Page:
Games - Interactive Movies - Players
- Stakeholders -
Censorship - Overseas Censorship - Developer
Responses - Accusations
What is a computer game?
game is an interactive entertainment software product played on a personal
computer. The software may be in the form of magnetic disc, cd-rom,
or DVD. Classic computer games include titles such as Doom
and Duke Nukem 3D. Interactive
movies are a sub-category of computer games and are sufficiently distinctive
as to merit their own eBrief elsewhere on this Web site which provides
additional information to what is mentioned below.
All these games have some
storyline and involve a degree of strategy and regular player
input in order to overcome imaginary problems and thus complete successfully.
Graphics are most often animated or cartoon-like. Interactive movies
use real human actors and often real sets and props like traditional movies.
Many of the most controversial computer games
involve the player's character in frequent combat from the first-person
perspective which accurately simulates the point of view of an infantry
soldier. Other such titles take a more cerebral approach and instead
offer difficult puzzles and simulations of dangerous non-combat situations.
Most games allow the player's character to carry an inventory of items
which may be added to or used during the course of the game to allow for
Here is what you need to
do to get a computer game to work on a typical IBM compatible computer:
* Read reviews of computer
games until you find one you would like to buy.
* Locate a computer games
shop that stocks the product you want.
* Pay for the game.
Most modern games cost around $90-$100. Such high costs are so prohibitive
that purchasers are often limited to those earning wages.
* Install the game on your
computer. Many games do not run perfectly the first time or may not
run at all. As a result, you often have to adjust various settings
on your computer or even upgrade your computer's components to get it to
work. A fair degree of technical knowledge is typically required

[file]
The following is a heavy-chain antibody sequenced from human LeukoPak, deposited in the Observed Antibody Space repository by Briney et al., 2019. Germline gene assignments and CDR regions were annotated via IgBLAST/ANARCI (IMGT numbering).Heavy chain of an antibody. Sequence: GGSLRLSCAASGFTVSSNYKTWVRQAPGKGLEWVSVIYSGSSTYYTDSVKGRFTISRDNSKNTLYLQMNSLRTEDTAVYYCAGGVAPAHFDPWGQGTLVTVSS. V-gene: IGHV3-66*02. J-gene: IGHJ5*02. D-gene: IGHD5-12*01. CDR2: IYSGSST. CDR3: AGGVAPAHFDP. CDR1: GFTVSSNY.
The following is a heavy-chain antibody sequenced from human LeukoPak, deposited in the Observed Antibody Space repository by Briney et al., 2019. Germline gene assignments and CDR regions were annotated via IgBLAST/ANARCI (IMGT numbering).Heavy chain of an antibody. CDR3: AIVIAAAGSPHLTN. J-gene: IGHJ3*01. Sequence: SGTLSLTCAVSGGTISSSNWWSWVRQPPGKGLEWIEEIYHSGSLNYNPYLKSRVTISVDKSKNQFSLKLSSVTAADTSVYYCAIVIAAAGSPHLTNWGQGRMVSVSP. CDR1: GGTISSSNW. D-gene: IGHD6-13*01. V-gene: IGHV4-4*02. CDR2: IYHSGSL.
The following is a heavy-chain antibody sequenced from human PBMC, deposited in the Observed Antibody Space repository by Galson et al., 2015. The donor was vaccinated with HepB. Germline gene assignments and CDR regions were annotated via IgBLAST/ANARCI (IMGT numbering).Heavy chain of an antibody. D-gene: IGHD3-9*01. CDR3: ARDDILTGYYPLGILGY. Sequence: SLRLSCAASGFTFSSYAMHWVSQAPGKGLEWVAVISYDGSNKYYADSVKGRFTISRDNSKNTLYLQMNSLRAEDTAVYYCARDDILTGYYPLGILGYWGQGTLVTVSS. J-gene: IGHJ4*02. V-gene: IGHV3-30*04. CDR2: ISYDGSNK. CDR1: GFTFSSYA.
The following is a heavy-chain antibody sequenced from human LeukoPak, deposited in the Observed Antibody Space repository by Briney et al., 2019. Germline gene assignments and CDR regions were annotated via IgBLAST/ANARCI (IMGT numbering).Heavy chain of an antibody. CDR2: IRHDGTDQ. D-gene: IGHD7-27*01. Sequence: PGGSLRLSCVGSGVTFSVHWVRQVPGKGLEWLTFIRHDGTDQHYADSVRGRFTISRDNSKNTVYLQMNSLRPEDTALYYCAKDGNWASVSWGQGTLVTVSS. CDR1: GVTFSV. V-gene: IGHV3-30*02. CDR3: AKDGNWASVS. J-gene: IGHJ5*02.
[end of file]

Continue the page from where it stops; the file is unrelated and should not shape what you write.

to accomplish these actions, but they far from impossible for any teenager
or adult willing to take the time and effort to learn about home computing.
Additionally, many computer
games now have multiplayer capability which means that players can engage
in gaming cooperatively or against each other over communications networks
linked to their computers such as office local area networks and the Internet.
In contrast to computer games,
video games are played using a console (specially designed by any one of
a number of companies) attached to a television set. The software
may be in the form of a cartridge, cd-rom, or DVD. Video game software
can only be used on the specific console system for which it was designed.
To play a video game, the gamer simply inserts the $100 or so cartridge
(or cd-rom or DVD) into their console system. No additional technical
knowledge is required. Consoles tend to cost far less than computer
systems as they are dedicated gaming machines and cannot be used for other
purposes. Multiplayer games are usually only possible by attaching
extra controls to the console which allow more than one player in the same
room to play the video game simultaneously.
In general, video games present
more action and less storyline and strategy than computer games.
These games are often targeted at younger players compared with computer
games. Most discussions of video games are really discussions of
video games and computer games, as many people do not make any distinction
between these two forms of entertainment media. As almost all electronic
games related censorship controversies have revolved around computer games,
this Web site mentions mostly computer games, but refers to video games
- such as Custer's Revenge - where